I am supposed to get 1 hour per day for missed meal(s) and 1 hour per day for missed rest(s), correct? so If I work 6 hours for 1 day i am suppoed to get 1 meal and 1 rest. but if I wor straight through no rest and no meal i am supposed to get 2 hrs compensation.

    I am waiting for the company to give me copies of my timecards so I can do some math and see what days I worked, ad how mny of those I didnt get a meal break. As soon as I get those copies i will ask the company for the compensation money, if they dont voluntarilty pay me I will file a claim.

    By law can I ask them for interest on the moneythey owe me??? If so, what is a good rate that I should go for???

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    That's what Martinigirl and I are not sure about. Whether the penalty is limited to 1 hour per day no matter what, or whether it's 1 hour for the missed meal period plus 1 hour for (however many) missed rest period(s).

    Can't hurt to ask for interest. Although the DLSE might order interest to be paid (or might not, again I really don't know, since I don't have employees in California any longer, and when I did, we were very strict about making sure the employees took their breaks and meal periods), the employer would possibly rather pay interest than have the DLSE come in and audit ALL the records and discover how many other employees may be in the same situation you are.

    The other thing you have to consider is whether or not your company will fire you for "making waves". Although whistleblower laws would protect you from termination if you filed this claim with the DLSE, whistleblower laws don't normally protect you from termination if all you do is report the violation internally.
    Last edited by Pattymd; 09-27-2007 at 12:24 PM.

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    The California courts recently determined that the 1 hour for missed meal/rest period is a wage and not a penalty. This means that there is a 3-year statute of limitations. You should be able to claim as far back as 2005. Here is a link to an article: http://hr.cch.com/news/employment/042307a.asp

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    Quote Originally Posted by martinigirl View Post
    The California courts recently determined that the 1 hour for missed meal/rest period is a wage and not a penalty. This means that there is a 3-year statute of limitations. You should be able to claim as far back as 2005. Here is a link to an article: http://hr.cch.com/news/employment/042307a.asp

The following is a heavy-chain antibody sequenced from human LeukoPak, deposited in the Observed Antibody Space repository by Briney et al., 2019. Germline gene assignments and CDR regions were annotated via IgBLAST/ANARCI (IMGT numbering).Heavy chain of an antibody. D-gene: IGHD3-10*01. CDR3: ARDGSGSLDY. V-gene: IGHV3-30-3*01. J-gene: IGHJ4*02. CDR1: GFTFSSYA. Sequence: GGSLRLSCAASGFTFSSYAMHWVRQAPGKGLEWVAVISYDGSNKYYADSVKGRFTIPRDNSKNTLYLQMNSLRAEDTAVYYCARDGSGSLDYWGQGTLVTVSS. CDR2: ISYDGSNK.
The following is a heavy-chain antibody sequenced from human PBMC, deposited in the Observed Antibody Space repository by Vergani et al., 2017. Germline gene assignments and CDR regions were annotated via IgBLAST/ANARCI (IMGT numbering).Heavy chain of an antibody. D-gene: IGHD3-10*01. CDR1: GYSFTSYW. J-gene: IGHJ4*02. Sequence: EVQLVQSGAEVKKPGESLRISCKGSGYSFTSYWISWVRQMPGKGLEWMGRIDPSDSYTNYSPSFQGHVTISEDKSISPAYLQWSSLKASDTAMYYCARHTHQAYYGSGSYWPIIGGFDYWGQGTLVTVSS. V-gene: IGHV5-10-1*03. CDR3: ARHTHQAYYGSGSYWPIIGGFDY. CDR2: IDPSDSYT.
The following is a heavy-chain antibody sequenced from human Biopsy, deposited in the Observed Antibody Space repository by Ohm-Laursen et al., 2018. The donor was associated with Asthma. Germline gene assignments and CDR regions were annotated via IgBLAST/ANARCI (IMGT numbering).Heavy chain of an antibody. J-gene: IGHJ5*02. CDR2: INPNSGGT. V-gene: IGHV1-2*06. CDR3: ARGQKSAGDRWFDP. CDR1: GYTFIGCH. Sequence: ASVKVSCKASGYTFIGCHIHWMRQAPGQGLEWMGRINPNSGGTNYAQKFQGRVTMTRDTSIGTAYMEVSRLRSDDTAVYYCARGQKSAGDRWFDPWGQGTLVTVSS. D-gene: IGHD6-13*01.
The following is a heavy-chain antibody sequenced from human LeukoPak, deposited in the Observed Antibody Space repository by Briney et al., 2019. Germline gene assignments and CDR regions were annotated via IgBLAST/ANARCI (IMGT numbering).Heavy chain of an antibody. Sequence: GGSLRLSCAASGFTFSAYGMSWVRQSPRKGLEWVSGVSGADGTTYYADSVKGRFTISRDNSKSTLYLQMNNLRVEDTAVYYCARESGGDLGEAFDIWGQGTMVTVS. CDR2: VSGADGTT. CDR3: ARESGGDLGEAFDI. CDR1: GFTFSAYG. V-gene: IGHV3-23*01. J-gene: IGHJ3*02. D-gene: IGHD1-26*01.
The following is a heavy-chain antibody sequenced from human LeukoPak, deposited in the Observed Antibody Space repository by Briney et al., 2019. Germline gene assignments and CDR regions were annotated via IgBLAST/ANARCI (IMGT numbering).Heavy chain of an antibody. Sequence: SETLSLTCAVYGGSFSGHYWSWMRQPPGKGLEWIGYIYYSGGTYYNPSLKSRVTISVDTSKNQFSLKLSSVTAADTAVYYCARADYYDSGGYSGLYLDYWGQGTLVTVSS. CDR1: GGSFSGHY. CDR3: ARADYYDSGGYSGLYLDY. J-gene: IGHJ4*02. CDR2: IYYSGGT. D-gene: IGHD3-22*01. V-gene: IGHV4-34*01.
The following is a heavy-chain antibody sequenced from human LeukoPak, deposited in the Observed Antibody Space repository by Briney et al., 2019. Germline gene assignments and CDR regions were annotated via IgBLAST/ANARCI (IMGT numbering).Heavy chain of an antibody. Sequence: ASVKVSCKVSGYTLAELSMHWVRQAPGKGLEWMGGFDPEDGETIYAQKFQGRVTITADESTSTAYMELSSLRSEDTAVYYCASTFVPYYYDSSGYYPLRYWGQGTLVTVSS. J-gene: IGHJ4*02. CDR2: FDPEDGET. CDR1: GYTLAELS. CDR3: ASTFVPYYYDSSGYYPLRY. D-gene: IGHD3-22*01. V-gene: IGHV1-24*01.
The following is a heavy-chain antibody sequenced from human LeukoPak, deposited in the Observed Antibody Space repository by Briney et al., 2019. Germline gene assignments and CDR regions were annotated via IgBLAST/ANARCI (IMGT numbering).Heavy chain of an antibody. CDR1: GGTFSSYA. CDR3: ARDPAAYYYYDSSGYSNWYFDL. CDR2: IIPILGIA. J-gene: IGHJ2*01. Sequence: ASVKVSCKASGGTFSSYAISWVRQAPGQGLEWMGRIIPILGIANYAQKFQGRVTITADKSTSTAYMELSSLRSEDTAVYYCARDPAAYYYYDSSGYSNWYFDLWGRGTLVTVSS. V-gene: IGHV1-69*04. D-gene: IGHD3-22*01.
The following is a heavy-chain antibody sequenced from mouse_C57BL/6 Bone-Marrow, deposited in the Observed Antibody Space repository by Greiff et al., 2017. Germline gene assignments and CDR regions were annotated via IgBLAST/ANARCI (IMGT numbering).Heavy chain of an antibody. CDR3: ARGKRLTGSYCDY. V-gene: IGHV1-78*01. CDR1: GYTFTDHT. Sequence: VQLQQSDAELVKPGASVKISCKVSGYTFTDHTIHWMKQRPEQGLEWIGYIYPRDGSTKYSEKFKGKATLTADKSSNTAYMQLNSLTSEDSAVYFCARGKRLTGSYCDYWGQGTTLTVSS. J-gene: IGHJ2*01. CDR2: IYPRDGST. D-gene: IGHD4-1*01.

Yeah, and that also means it's taxable, right? *sigh*

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    I believe so.

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    It is my understanding that ee's can get up to 2 "no break" hours per shift. ! for missing the rest break and 1 for missing the meal period.

    If it was left as a penalty ee's could only go back 1 year. Since it has been deemed a wage they can go back up to 3 years-and in some cases 4.

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    Quote Originally Posted by fensh View Post
    It is my understanding that ee's can get up to 2 "no break" hours per shift. ! for missing the rest break and 1 for missing the meal period.

    If it was left as a penalty ee's could only go back 1 year. Since it has been deemed a wage they can go back up to 3 years-and in some cases 4.
    Not questioning you fensh, just wondering where that "understanding" comes from.

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    From the sources I can find, the recent Murphy decision (that it was a wage and not a penalty) "does not address whether an employer who fails to provide both a meal period and rest break in the same day is liable for one additional hour of pay per missed meal period or rest break or a maximum of one additional hour of pay per day on which one or more meal periods or rest breaks were missed." From http://www.cooley.com/news/alerts.aspx?ID=000040620620.

    Fensh, is there any court decision you can quote or any documentation that outlines this? I'd really like to know.

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    Here is some add'l. reading material re meal/rest breaks Ca. in your spare time.